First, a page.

Yesterday morning, I drove into nearby Pittsburgh in an attempt to attend a talk that I thought would inspire and influence me. It was called “Writing as Vocation.” All week (more or less) I asked people if they wanted to go with me and even succeeded in finding someone willing to drive into the city with me. Unfortunately, that fell through about twenty-four hours before hand, as she found out about a meeting she was required to attend. I decided that I would go to the talk anyways, even if that meant driving by myself.
Despite the fact that I am typically okay with driving in traffic, I got flustered in the light traffic that I encountered coming through the tunnel on Saturday morning. The short version of this story is that I ended up driving around downtown Pitt in search of St. Paul’s Cathedral, certain that I would find it. But my twenty-minute cushion time quickly dwindled as I realized that I was nowhere near the cathedral.
In a last effort to get to the talk on time, I got back onto the highway that I had come from. The highway only took me back to the tunnel and so I drove out of the city, fifteen minutes after the start time of the lecture, frustrated with my spoiled plans.
“Lord, bring good out of this.”
The two phrases alternated in my head for the next five minutes. Then I made up my mind to enjoy myself and drove to a little French café that I discovered over the summer, deciding that well, if I couldn’t attend a lecture about the vocation of writing, I could at least write.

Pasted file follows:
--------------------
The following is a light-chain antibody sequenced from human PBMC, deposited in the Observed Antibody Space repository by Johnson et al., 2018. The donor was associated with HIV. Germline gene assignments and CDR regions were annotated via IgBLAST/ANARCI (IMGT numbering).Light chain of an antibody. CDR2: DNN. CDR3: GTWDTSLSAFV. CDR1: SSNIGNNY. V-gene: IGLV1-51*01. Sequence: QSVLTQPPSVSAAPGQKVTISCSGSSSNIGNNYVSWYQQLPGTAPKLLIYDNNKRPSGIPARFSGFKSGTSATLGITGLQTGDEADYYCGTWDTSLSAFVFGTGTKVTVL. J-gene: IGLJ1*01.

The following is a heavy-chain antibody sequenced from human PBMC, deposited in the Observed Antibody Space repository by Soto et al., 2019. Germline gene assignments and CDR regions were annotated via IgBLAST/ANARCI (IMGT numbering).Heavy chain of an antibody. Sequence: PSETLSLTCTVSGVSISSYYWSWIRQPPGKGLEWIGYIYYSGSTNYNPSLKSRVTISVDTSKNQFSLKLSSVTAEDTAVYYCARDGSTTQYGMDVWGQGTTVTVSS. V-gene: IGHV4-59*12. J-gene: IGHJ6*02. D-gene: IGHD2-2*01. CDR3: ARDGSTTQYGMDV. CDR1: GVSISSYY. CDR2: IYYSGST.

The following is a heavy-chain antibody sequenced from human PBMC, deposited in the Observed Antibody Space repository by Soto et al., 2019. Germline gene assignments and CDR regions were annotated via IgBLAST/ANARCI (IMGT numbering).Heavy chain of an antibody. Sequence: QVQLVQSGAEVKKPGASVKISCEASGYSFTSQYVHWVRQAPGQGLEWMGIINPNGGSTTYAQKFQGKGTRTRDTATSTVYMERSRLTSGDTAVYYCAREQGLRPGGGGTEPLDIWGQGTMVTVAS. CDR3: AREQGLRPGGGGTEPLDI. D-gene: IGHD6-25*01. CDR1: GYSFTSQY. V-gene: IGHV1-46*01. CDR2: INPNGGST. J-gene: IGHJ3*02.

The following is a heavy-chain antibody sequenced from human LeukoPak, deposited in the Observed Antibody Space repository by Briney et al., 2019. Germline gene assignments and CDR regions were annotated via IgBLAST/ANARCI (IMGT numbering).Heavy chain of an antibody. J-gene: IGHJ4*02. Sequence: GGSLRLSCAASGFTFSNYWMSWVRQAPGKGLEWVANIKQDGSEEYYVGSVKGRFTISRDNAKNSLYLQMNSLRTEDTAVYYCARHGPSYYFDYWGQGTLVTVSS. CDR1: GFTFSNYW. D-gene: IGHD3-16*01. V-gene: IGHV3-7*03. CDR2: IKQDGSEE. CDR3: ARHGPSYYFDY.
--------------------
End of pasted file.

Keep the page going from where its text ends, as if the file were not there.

Maybe that is what I really needed that morning—a sort of retreat from familiar faces and places, a time to recollect myself and to think about how writing is a vocation and what that means for my life.
Maybe there are times in our lives when we don’t need conversation. Times to pause and think. Times to enjoy a smooth cup of black coffee. Times to fill the cream colored spaces between notebook lines with dark loops and swirls.
Writing is something I can throw myself into—with my heart, my mind, my short experience, and my faulty wisdom—and become better for it.
Writing requires endless learning. Not simply learning in the sense of research, but in a deepening disposition of wonder towards the world.
In the development of a critical eye for culture and for my own writing.
In the discovery of my own relationship with the Infinite.
In an understanding of how particular circumstances relate to the universal situation of man.
In a tuning of my rhythmic ear.
In a ripening sense of humor.
In a sharpening of my notice of small intimate details.
In a deepening ability to relate to all types of people simply because they are people and I am a person. In a discipline and passion for the gritty revision of my own words.
In a vocabulary that expands to become more precise.
At this moment, looking at all these ways that writing will continue to demand the best of me and to sharpen what exists of me now, I have great hope! It is a work that will not be futile, a calling that will stretch me beyond the narrow limits that I set for myself.
Writing about writing—what a stereotype! But it’s necessary sometimes to step back from what we are doing and to think about why we do those things.
So why do I write? I write because it’s how I discover the world. It’s how I discover myself. And it’s how I discover God.
If the glory of God is man fully alive, I pray that the Holy Spirit comes to animate me, to inebriate my writing, so that my person and my words may be a spring of water welling up to eternal life; so that through my work, I may be refined into the sanctity that the Lord requires of me.